Put it on My Account
I’m not afraid of heights. At least, I didn’t think I was. Once I trekked 630 feet to the top of the tallest monument in the United Sates, the Gateway Arch in St. Louis. Okay, full disclosure, I took a Tram Car. At the observation area on top, a row of widows displayed a panoramic layout of the city—thirty miles in either direction. The view was stunning and I couldn’t wait to get a gander at the Mississippi River, Busch Stadium, and the old downtown St. Louis. But to look through those slanted windows, you had to lean forward and put all your weight onto the structure. Leaning on that structure was unnerving and unsettling. All of my senses reeled, telling me to step back. I had a taste of vertigo!
The doctrine of justification by faith alone may give us similar feelings. Our senses reel. Alarms go off telling us to beware and retreat to safety. It feels wrong, unnatural even.
Faith is awkward. Trusting in the work of another is counterintuitive to our wages-earned, wages-paid way of thinking. It challenges our mind and requires explanation.
We live in a world of transactions. You work…you get paid. Or, on the flip side, you pay up or you don’t get in. Nothing is free. You want access? It’s going to cost you. That interesting article you clicked on, there’s a paywall. That incredibly helpful app? $4.99. Set up your Apple Pay. Nothing is free. The “wages earned” mindset has shaped our understanding of the world. That’s why the idea of getting something we didn’t earn credited to our account makes us suspicious. It’s too good to be true. It’s the religious version of “We’ve been trying to reach you about your car’s extended warranty” scam.
Paul knows all of this. That’s why he spent an extra chapter in Romans four to help people like us who are allergic to grace. In verse 4 he writes, “Now to the one who works, his wages are not counted as a gift but as his due.” We understand that. It’s how we think. It’s how the world works. Wages earned. Services rendered.
If you do work for an employer and she pays you at the end of the week, she’s not being gracious to you. She’s paying you what she owes you. It would be wrong—and even illegal—if she did not pay. She is in your debt. She owes you money for your work.
You completed the labor. You rendered the service. Therefore, when she pays you, it’s not a matter of grace. It’s a legal matter. There is no grace in that transaction. Everyone agrees with Paul here: services rendered = wages owed.
But verse 5 is the gut punch for the proud heart. “And to the one who does not work but believes in him who justifies the ungodly, his faith is counted as righteousness.”
When it comes to establishing your rightness with God, instead of working for it, and expecting it as a reward, you believe in the work of another—Jesus. That’s awkward. That’s counterintuitive. That’s strange to us. That’s why it’s called faith.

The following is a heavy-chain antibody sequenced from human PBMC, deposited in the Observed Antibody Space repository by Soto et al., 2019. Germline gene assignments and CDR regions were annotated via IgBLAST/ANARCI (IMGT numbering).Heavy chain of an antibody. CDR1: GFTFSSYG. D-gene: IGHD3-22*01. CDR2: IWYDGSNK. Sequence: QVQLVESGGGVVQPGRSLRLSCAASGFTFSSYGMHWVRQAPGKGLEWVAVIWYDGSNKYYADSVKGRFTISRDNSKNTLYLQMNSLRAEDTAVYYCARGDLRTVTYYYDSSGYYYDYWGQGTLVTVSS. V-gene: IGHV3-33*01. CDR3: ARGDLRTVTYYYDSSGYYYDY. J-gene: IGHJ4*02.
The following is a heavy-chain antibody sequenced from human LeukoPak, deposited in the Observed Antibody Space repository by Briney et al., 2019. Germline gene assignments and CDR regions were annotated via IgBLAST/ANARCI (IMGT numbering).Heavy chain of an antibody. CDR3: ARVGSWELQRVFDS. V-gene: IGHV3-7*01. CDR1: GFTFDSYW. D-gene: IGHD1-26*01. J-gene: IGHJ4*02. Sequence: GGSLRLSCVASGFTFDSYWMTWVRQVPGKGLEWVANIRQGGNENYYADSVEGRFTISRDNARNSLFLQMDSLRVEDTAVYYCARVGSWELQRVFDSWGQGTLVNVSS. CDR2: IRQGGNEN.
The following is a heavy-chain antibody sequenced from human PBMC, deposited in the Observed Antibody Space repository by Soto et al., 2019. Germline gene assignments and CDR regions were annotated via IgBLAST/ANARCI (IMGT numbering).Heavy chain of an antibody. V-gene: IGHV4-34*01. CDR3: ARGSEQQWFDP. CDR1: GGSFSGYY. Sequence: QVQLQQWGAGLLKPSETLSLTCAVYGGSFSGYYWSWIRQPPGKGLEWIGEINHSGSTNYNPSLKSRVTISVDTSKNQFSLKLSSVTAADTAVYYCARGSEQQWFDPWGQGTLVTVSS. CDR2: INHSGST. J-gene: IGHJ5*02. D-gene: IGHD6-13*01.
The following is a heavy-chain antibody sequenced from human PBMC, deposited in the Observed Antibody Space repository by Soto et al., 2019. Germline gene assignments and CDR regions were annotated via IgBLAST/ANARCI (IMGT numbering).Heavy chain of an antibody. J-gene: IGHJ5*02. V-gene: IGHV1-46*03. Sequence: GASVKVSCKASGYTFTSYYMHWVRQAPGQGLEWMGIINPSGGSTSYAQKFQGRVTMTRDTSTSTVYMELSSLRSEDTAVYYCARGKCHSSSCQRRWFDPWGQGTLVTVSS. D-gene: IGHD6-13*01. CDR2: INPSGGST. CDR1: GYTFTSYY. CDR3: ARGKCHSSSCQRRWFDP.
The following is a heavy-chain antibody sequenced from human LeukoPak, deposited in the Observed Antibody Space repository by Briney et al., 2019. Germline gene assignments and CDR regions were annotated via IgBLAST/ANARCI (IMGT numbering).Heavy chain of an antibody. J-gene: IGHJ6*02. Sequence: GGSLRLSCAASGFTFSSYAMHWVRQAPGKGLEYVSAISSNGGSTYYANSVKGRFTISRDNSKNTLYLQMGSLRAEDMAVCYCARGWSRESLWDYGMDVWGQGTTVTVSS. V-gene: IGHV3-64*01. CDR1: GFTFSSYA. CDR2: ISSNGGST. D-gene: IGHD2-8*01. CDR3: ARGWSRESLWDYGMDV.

Paul argues that in order to be justified (think right or righteous) in God’s eyes, you must believe that Jesus died in your place—that he was paying your sin-debt in full. When you believe that, and accept it as yours, his righteousness is credited to you. You’re in!
The word credited is the most important word in chapter four, appearing eleven times. It’s an accounting term that comes from the world of banks and ledgers. It means that something has been put into your account that you did nothing to earn. Jesus’ perfect work has been credited to you, while your sin and guilt have been credited to him. What an exchange. He gives you all his blessing and takes upon himself all your curse.
In the same way I did not think I was afraid of heights, most church-going folks think they have this doctrine down. But ask your typical church-goer how they would answer if God asks them why he should let them into heaven?
The answers are sometimes shocking. “Because I live a good life and try to obey God.” That’s straight out of the “works” playbook. You’d be comfortable in any other religion too. They all offer some version of that salvation system.
Christ must be the sole object of our faith. Until that happens, no real transfer of trust has taken place. We’re still leaning on our own work, earnestness, or even our feelings. Those are all sinking sand.
Paul knows how challenging this is for us. That’s why he wrote thirteen epistles. All of them tackle this doctrine in some form or another. We’re stubborn. But the doctrine of justification by faith alone is a hill to die on.
Martin Luther, the reformer said, “Without this doctrine, the world is utter death and darkness.” John Calvin wrote, “Whenever knowledge of justification by faith alone is taken away, the glory of Christ is extinguished, religion abolished, the Church destroyed, and the hope of salvation utterly overthrown.”
The enemy knows this. That’s why he aims his most powerful weapons at this doctrine. And that’s why Paul goes to such great lengths to explain, apply, and defend it to the church at Rome—and to us.
If there is just one exception to this doctrine, the whole thing crumbles to the ground like a house of cards. That’s why Paul’s next argument goes all the way back into the Old Testament, calling out two Jewish hall-of-fame witnesses (Abraham and David) to prove that faith is the only way God has ever saved.
Apart from faith in God alone, the father of the Jews and Israel’s greatest king were both hopeless. We’re in the same boat. Ungodly people with no merit to our name. What hope do we have? Same as them. Faith in Jesus. They looked forward to the promise, and we look back. Different direction, same object: Jesus, the bloody Messiah who traded places with guilty rebels like us. “To the one who does not work but believes in him who justifies the ungodly, his faith is counted as righteousness.” Are you in?